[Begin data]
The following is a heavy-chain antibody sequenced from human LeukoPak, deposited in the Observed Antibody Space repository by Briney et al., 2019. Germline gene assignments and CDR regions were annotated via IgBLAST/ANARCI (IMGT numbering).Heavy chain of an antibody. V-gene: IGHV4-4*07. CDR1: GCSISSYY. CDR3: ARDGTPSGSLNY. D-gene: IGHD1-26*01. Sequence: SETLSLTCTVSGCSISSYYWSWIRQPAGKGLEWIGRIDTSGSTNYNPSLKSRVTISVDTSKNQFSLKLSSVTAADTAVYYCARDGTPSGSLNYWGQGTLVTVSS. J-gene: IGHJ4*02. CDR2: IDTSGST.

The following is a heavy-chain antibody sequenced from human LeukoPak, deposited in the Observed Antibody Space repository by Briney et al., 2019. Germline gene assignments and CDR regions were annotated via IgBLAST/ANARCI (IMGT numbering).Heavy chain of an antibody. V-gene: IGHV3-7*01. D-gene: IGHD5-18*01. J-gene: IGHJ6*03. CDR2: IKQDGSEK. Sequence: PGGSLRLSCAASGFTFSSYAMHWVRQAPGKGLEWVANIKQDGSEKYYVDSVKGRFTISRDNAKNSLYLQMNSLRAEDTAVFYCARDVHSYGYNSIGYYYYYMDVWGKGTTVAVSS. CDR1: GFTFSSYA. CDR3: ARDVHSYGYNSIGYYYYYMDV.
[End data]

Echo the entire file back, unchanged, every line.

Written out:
The following is a heavy-chain antibody sequenced from human LeukoPak, deposited in the Observed Antibody Space repository by Briney et al., 2019. Germline gene assignments and CDR regions were annotated via IgBLAST/ANARCI (IMGT numbering).Heavy chain of an antibody. V-gene: IGHV4-4*07. CDR1: GCSISSYY. CDR3: ARDGTPSGSLNY. D-gene: IGHD1-26*01. Sequence: SETLSLTCTVSGCSISSYYWSWIRQPAGKGLEWIGRIDTSGSTNYNPSLKSRVTISVDTSKNQFSLKLSSVTAADTAVYYCARDGTPSGSLNYWGQGTLVTVSS. J-gene: IGHJ4*02. CDR2: IDTSGST.

The following is a heavy-chain antibody sequenced from human LeukoPak, deposited in the Observed Antibody Space repository by Briney et al., 2019. Germline gene assignments and CDR regions were annotated via IgBLAST/ANARCI (IMGT numbering).Heavy chain of an antibody. V-gene: IGHV3-7*01. D-gene: IGHD5-18*01. J-gene: IGHJ6*03. CDR2: IKQDGSEK. Sequence: PGGSLRLSCAASGFTFSSYAMHWVRQAPGKGLEWVANIKQDGSEKYYVDSVKGRFTISRDNAKNSLYLQMNSLRAEDTAVFYCARDVHSYGYNSIGYYYYYMDVWGKGTTVAVSS. CDR1: GFTFSSYA. CDR3: ARDVHSYGYNSIGYYYYYMDV.